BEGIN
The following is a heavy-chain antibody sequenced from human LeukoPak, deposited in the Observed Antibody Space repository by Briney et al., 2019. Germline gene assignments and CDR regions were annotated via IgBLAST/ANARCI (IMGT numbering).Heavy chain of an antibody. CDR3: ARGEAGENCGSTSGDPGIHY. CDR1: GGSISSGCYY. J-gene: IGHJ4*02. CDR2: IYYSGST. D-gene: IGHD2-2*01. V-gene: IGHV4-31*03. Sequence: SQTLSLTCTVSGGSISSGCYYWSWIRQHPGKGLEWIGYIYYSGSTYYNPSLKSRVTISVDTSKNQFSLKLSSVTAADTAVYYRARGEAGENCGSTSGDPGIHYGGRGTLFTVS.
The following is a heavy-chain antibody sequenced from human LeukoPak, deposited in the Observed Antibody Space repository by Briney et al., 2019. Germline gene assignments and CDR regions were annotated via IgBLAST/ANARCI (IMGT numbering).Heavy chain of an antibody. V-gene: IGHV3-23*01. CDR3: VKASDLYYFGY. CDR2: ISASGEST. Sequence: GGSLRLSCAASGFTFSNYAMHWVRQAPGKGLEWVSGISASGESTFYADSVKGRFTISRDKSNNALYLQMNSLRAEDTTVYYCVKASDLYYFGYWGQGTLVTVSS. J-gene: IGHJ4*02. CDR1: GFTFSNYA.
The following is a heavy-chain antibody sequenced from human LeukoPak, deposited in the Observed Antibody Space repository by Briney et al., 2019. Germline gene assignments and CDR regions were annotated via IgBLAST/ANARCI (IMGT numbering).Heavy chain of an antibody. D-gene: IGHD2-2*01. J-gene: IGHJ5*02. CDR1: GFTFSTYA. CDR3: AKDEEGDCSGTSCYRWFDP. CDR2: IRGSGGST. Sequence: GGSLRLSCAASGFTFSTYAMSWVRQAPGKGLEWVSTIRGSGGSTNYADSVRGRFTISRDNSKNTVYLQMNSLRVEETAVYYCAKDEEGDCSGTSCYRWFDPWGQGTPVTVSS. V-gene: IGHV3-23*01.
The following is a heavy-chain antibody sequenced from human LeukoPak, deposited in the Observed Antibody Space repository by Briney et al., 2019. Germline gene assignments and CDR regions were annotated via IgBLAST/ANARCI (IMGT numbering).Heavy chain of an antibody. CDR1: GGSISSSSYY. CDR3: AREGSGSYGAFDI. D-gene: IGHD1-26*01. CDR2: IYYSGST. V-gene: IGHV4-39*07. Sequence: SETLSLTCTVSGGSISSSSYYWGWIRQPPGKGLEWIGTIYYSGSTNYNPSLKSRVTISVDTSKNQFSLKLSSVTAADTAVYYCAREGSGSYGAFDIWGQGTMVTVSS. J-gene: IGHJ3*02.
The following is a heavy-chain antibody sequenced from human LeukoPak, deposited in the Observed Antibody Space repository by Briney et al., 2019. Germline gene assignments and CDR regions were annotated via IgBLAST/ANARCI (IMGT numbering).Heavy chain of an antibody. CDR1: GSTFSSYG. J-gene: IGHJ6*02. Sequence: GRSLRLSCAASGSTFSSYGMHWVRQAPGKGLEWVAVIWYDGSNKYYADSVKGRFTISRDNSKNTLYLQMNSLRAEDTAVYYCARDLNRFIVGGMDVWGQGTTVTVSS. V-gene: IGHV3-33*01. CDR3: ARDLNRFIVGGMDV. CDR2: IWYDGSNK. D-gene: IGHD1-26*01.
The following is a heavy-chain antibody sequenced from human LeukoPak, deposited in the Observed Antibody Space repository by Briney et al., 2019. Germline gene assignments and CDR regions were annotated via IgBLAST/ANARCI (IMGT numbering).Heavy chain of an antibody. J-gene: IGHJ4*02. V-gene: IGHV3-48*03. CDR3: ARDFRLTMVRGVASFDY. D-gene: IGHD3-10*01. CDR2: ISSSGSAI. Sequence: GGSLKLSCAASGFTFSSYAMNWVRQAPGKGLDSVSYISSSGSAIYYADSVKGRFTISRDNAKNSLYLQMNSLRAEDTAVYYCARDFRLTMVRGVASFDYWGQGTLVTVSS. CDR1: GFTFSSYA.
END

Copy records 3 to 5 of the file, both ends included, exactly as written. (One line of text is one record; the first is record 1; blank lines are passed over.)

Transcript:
The following is a heavy-chain antibody sequenced from human LeukoPak, deposited in the Observed Antibody Space repository by Briney et al., 2019. Germline gene assignments and CDR regions were annotated via IgBLAST/ANARCI (IMGT numbering).Heavy chain of an antibody. D-gene: IGHD2-2*01. J-gene: IGHJ5*02. CDR1: GFTFSTYA. CDR3: AKDEEGDCSGTSCYRWFDP. CDR2: IRGSGGST. Sequence: GGSLRLSCAASGFTFSTYAMSWVRQAPGKGLEWVSTIRGSGGSTNYADSVRGRFTISRDNSKNTVYLQMNSLRVEETAVYYCAKDEEGDCSGTSCYRWFDPWGQGTPVTVSS. V-gene: IGHV3-23*01.
The following is a heavy-chain antibody sequenced from human LeukoPak, deposited in the Observed Antibody Space repository by Briney et al., 2019. Germline gene assignments and CDR regions were annotated via IgBLAST/ANARCI (IMGT numbering).Heavy chain of an antibody. CDR1: GGSISSSSYY. CDR3: AREGSGSYGAFDI. D-gene: IGHD1-26*01. CDR2: IYYSGST. V-gene: IGHV4-39*07. Sequence: SETLSLTCTVSGGSISSSSYYWGWIRQPPGKGLEWIGTIYYSGSTNYNPSLKSRVTISVDTSKNQFSLKLSSVTAADTAVYYCAREGSGSYGAFDIWGQGTMVTVSS. J-gene: IGHJ3*02.
The following is a heavy-chain antibody sequenced from human LeukoPak, deposited in the Observed Antibody Space repository by Briney et al., 2019. Germline gene assignments and CDR regions were annotated via IgBLAST/ANARCI (IMGT numbering).Heavy chain of an antibody. CDR1: GSTFSSYG. J-gene: IGHJ6*02. Sequence: GRSLRLSCAASGSTFSSYGMHWVRQAPGKGLEWVAVIWYDGSNKYYADSVKGRFTISRDNSKNTLYLQMNSLRAEDTAVYYCARDLNRFIVGGMDVWGQGTTVTVSS. V-gene: IGHV3-33*01. CDR3: ARDLNRFIVGGMDV. CDR2: IWYDGSNK. D-gene: IGHD1-26*01.